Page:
| 27 May 2024, Monday |

Lebanon from a “postponed case” to a “forgotten one.”

Worldwide, especially among the active and influential countries, there are always priorities. Small or secondary countries on the globe map succeed in imposing themselves on the table of big ones, or the major countries have an interest in putting small or secondary countries on their table, and in both cases these countries have become a source of interest.

From late eighties till early nineties, Lebanon was put on the table of big countries, and it was the Arab Tripartite Higher Committee headed by the Kingdom of Saudi Arabia, which led to the holding of the “Taif Conference” that ended the war in Lebanon, and drew up an agreement that turned into a constitution, and allocated three billion dollars to Lebanon to restore its reconstruction.

Then, the Lebanese issue was at the center of the Arab countries’ concern, and the influential Western countries were also involved in this interest, especially the United States of America, France and the Vatican.

General Michel Aoun, who was the head of the military government at the time, rejected the Taif Agreement and hindered its implementation. So, implementing this agreement delayed for a whole year, from October 1989 to October 1990. In that year of delay, the interest in the Lebanese issue declined relatively, and the interest in the Gulf, specifically Iraq and Kuwait, advanced. Because of this decline, Lebanon lost a golden opportunity to accelerate stabilization, and obtain the aid allocated to it, as the interest began to shift to another place.

Lebanon was again an important issue for Western countries, with the start of the Syrian war in March of 2011, due to the influx of Syrian refugees to it, and the international interest in these displaced people, not out of love for them or for the Lebanese, but for Lebanon not to become a platform for these displaced people, to move later to European countries. The West took care of them, regarding their camps, their medicine, and the education of their children, and the Lebanese authorities were silenced through some aid, on the margin of the Syrian displaced ones.

The Lebanese diplomacy failed to turn the Syrian exodus to Lebanon into a file placed on the big ones’ table, and to make it a file, exceeds being a mere “paper.” So, this diplomacy did not provoke the West to gain its protection, and spare itself from being dragged to axis game, but how can this diplomacy succeed in doing so, if it is under the control of Hezbollah?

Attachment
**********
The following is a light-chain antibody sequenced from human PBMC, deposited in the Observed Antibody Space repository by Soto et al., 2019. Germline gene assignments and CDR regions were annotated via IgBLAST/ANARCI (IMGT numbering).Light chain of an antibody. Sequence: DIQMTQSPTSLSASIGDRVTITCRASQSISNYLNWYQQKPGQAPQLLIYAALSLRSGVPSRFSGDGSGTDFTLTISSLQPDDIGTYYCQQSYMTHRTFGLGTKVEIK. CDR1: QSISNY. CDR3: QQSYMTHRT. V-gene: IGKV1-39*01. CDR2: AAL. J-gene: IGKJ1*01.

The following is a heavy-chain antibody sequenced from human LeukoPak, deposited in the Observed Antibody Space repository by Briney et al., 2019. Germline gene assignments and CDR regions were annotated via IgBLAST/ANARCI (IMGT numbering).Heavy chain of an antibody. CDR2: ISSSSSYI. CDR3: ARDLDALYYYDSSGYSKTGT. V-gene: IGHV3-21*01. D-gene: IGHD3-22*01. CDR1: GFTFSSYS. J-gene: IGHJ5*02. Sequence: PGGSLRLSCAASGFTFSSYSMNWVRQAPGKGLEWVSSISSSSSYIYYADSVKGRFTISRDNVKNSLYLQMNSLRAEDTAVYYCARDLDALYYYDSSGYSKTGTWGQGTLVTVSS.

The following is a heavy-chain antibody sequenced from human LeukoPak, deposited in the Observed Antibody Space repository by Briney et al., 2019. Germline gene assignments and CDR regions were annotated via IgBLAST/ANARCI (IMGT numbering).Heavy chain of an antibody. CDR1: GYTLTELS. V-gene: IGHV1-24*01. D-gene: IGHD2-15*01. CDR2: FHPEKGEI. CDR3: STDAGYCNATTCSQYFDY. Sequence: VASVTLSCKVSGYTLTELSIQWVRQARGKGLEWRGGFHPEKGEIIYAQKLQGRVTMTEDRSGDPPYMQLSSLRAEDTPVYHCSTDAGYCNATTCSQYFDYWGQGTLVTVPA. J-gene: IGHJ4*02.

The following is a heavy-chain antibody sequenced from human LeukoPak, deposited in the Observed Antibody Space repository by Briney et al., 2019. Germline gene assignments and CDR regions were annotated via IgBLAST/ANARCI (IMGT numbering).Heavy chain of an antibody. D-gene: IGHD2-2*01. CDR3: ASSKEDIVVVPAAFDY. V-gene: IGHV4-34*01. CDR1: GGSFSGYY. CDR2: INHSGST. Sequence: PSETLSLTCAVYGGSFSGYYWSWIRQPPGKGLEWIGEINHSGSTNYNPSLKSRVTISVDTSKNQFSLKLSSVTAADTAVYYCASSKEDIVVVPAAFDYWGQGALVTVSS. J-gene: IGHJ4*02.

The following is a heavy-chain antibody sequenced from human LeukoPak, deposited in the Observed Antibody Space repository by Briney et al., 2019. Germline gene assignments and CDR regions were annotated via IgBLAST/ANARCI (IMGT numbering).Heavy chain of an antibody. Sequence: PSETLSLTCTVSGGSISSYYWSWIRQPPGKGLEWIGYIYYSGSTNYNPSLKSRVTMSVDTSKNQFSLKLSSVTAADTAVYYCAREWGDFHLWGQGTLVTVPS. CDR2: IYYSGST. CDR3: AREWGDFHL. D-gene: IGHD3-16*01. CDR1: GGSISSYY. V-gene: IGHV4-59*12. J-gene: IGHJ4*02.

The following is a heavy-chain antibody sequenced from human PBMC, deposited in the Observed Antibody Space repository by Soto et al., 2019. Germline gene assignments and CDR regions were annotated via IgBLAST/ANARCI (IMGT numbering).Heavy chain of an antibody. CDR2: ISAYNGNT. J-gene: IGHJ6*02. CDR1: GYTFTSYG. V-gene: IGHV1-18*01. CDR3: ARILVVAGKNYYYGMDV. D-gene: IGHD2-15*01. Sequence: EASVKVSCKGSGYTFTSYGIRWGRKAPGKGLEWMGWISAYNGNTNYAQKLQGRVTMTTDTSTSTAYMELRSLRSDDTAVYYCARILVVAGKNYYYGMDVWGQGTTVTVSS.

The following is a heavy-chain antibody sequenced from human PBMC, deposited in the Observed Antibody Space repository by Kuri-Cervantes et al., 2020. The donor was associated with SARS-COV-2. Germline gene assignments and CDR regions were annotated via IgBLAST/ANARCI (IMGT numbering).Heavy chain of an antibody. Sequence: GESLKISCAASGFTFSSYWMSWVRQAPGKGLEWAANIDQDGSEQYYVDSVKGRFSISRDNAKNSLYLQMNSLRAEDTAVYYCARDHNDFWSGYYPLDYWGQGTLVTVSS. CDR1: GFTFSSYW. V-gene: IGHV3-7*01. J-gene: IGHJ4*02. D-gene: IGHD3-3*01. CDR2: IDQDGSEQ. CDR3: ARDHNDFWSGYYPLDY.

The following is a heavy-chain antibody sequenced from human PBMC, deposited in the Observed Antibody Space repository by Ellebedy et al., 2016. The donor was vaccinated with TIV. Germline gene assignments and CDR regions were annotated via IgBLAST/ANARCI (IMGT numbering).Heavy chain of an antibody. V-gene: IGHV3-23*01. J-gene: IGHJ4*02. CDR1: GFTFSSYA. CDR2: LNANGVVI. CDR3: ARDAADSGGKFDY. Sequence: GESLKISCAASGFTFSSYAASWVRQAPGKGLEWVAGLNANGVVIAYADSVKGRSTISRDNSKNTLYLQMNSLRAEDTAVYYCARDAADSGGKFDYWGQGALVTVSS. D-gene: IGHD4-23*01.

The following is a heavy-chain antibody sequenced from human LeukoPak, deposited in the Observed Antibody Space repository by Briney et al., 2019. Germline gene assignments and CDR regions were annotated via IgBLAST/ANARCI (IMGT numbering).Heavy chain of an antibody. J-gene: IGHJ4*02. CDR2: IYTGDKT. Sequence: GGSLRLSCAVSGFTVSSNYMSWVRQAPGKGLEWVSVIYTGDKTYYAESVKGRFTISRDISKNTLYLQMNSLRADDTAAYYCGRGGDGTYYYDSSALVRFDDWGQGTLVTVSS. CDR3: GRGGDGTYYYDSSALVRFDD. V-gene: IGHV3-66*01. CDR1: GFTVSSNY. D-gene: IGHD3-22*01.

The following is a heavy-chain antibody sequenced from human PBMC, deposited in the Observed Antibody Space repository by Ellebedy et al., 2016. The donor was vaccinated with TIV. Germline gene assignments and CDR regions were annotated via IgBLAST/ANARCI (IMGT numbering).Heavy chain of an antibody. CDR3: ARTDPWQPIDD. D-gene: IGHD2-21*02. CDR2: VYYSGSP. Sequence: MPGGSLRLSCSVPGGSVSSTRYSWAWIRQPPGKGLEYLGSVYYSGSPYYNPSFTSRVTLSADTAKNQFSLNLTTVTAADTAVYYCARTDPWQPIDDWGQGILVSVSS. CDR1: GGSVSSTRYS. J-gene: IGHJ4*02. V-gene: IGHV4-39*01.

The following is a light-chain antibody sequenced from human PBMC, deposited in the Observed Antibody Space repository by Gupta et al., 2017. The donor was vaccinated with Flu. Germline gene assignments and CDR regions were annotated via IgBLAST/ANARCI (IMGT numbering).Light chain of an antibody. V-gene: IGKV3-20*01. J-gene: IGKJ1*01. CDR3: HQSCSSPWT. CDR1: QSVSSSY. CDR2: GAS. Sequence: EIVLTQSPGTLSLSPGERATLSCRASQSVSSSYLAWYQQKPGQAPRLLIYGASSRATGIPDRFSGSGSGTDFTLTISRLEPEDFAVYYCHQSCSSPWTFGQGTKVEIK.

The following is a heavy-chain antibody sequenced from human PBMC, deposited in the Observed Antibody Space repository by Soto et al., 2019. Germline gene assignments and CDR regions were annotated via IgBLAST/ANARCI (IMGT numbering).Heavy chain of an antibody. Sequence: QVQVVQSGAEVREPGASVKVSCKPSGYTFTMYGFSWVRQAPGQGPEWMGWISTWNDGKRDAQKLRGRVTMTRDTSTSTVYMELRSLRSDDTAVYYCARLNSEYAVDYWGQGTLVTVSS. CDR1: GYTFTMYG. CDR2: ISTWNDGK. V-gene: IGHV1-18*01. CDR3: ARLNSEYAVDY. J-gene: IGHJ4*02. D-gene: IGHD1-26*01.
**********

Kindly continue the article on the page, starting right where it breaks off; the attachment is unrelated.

Because of this policy, the Lebanese issue has returned once again to a deferred issue, with priority given to addressing the explosive Syrian situation for more than ten years, and there is no sign of this war coming to an end soon.

Then, it was the port explosion on August 4, 2020, the world moved, so the Lebanese issue returned to the center of attention. French President Emmanuel Macron visited Lebanon twice. More than one conference was held in Paris to discuss ways to provide aid to Lebanon, but, as each time, the Lebanese quarrels receded the international interest, France backed down, and so did all those who were interested, and again Lebanon lost a new opportunity for international attention.

In light of this interest decline in Lebanon, the American withdrawal from Afghanistan and the control of the Taliban movement occurred, and the massive exodus made the world’s attention turn to Afghanistan, and put aside any other issue.

And thus, once again, Lebanon returned to a forgotten issue. The world is once again interested in the emerging issue of Afghan refugees, so the active and influential countries have begun to talk about their willingness to host and help a certain number of the displaced. And once again, the world is worried that Afghanistan will return to be a hotbed of terrorism for extremist groups.


Since the Taif conference till now, more than thirty years, during which the Lebanese cause has been advancing, but the Authorities did not know how to turn this progress into an impetus to invest in international attention, which transferred the Lebanese case from a “postponed case” to a “forgotten one.”